10. Requiem For A Dream
Darren Aronofsky’s follow up to his indie breakout Pye is not an easy watch by any stretch of the imagination. Set in the world of highly dependent drug use it is, however, a brilliantly original deconstruction on the ravaging effects of heroin on a group of otherwise healthy and attractive young people (Jennifer Connolly, Marlon Wayans and Jared Leto in a post Fight Club breakout). Like many other drug movies it takes you to the bottom of the addict’s barrel. Unlike many other drug movies though when it gets there it just keeps going, smashing through the base before relentlessly burrowing through the mire of shit that the barrel is placed precariously upon.
All pale in comparison though to Ellen Burstyn’s terrifyingly heartbreaking performance as Jared Leto’s long suffering, and possibly culpable, mother. A performance that afforded Requiem it’s only Oscar nod. Had it have been nominated for Best Picture I am fairly confident it would have been the first time in history a film with a double ended dildo scene and the phrase “ass to ass” boldly said by a group of Japanese business men was up for contention.
9. State And Main
David Mamet is a genius wordsmith. A poet of the profane. Glengarry Glen Ross is one of my all time favourite plays and movies. Yet, before State and Main I had no idea he could do a screwball comedy to rival anything the Coen Brothers had previously made. Set on the fictional production of a period drama being filmed in Maine, Mamet’s ensemble comedy is a fast paced foul mouthed Ealing comedy insight in to what can happen when Hollywood clashes with small town Americana.
Words on a page mean nothing though without the right voice to bring them to life and Mamet managed to secure a fantastic cast of Hollywood comedy character actors and Sarah Jessica Parker, including a pre-30 Rock comedy masterclass from Alec Baldwin. A must see for any aspiring comedy screenwriters.
8. Ghost Dog: Way of the Samurai
It’s difficult to pigeonhole Ghost Dog into a particular genre. With it’s quiet, strong morally contradictive central character and themes of redemption and revenge you could almost call it Jarmusch’s Western. But in typically Jarmuchian fashion it’s never that straightforward as he throws in Far Eastern philosophies and classic New Jersey mafia bloodshed.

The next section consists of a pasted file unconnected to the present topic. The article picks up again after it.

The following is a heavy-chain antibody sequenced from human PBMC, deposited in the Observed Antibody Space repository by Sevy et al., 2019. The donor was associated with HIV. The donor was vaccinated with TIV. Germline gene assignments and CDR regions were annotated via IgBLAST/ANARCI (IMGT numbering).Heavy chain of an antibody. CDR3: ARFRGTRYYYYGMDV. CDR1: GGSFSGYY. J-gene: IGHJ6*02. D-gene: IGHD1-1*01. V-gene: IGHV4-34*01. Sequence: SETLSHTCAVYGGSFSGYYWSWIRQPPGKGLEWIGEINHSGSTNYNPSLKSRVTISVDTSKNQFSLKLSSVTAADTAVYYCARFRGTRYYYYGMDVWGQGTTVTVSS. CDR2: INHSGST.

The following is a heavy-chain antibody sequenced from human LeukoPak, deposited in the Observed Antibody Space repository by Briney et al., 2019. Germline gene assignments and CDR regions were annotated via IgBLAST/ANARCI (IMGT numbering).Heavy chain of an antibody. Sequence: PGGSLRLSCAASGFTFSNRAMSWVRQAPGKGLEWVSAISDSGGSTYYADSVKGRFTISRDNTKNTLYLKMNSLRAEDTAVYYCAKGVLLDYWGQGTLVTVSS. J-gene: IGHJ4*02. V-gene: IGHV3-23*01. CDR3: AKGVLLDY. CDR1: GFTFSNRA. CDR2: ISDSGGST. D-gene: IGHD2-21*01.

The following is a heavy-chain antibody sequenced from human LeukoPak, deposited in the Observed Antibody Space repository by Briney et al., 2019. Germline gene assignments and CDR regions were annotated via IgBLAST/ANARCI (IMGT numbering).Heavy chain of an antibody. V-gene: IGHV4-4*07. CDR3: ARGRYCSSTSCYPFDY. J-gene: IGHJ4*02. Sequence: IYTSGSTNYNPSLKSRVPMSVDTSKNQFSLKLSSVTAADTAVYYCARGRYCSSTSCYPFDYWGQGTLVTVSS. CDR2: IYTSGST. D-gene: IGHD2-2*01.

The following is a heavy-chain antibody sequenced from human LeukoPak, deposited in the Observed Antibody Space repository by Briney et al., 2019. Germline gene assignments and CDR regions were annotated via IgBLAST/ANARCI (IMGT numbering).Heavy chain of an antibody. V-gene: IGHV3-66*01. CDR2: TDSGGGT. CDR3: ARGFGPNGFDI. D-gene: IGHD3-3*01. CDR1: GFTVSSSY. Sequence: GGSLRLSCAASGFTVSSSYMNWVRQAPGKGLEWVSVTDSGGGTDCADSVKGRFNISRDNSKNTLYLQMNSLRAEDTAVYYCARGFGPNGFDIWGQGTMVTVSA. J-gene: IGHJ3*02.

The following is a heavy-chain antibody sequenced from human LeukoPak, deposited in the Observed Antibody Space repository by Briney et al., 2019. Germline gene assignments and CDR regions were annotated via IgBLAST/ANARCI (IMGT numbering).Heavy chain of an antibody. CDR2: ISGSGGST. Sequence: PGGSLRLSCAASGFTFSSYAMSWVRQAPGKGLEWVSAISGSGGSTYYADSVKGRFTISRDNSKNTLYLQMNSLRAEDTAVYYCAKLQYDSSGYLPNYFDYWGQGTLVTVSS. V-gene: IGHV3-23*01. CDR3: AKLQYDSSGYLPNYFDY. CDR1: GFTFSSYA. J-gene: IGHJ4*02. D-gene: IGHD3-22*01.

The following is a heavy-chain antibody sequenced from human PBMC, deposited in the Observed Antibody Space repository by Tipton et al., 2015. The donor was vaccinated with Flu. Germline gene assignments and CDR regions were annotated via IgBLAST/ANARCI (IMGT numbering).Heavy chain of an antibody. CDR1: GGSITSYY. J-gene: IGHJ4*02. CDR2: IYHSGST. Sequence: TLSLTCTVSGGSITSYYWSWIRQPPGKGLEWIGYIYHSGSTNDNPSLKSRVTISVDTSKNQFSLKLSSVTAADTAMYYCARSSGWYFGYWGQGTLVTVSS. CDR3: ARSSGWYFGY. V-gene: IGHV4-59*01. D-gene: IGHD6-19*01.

Forest Whitaker was an interesting choice to play the corn-rowed, pigeon loving assassin who works for his boss as part of a debt of gratitude as well as a natural aptitude for his particular skill set. The way that he conducts his business is methodical, precise and without emotion. Bathed in blue tones and trip hop beats overseen by RZA, Jarmush creates a unique environment for his ultimately generic samurai assassin story.
7. American Psycho
Christian Bale is infamous for throwing himself lock, stock and barrel into his roles and he made no exception with Mary Harron’s adaptation of Bret Easton Ellis’s infamous novel. For those that have read Ellis’s grotesquely graphic yet undeniably brilliant dissection on the Wall Street alpha male bullshit that exploded in the 80’s, it was unsurprising that many considered it to be unfilmable. Patrick Bateman is self involved and narcissistic to a psychotic level, his life entirely built around the acquiring of the most expensive luxuries. He is a man who gets off watching himself banging high price escorts in his minimalist Manhatten apartment. A man who would happily murder colleagues who have a better business card than him. He is a terrible human being, although probably par for Wall Street
American Psycho gained a lot of negative tabloid coverage when it was released due in no small part to it’s unfliching violence which Bateman dishes out with glee. Yet at no time does it feel like Harron includes something that could be considered unnecessarily gratuitous, in fact for those that have read the book it is often a far more toned down affair than the source material. Bale has since gone on to become one of Hollywood’s most enigmatic leading men and American Psycho has seen a straight to video sequel as well as a mis-judged West End musical. This remains the original and the best.
Guy Ritchie wasn’t always just “that British guy who married Madonna and got her to drink ale and wear flat caps like a twat”. Back in the late 90’s and early 2000’s he was one of the most exciting British up and coming directors. Coming off the back of his genre defining London gangster comedy Lock, Stock and Two Smoking Barrels, Ritchie decided you shouldn’t mess with a good thing and made what should be considered a perfect companion piece in Snatch. Able to use his new found money and status to get some genuine A-List talent in Brad Pitt and Benecio Del Toro, Ritchie transfers his fast paced foul mouthed writing style from the card tables of the East End to the dirty world of gypsy bare knuckle boxing.
It would unfortunately be a long time before Ritchie came back with anything worthwhile watching with 2008 Rock ‘N’ Rolla, as he spent 8 years being Mr Madonna, and over-estimating the extent of his own talent. Strangely once he removed his ties to the skull faced pop Succubus the quality of his work dramatically improved…
5. Erin Brockovich
A second entry for Soderbergh on this list. And may also be the only time you see a Julia Roberts led movie in a list on this website that doesn’t exist to list all the movies I hate Julia Roberts in. Which, given it’s lofty place on this countdown, should give you some indication of just how much I liked Erin Brockovich. And even I will admit much of that is down to an uncharacteristically likeable performance from Roberts as the legal assistant with both a heart of gold and a balcony you could recite Shakespeare from. Brokovich also fell into the golden period of Steven Soderbergh’s remarkable resurgence, along with Traffic, Out of Sight and a year later Oceans Eleven.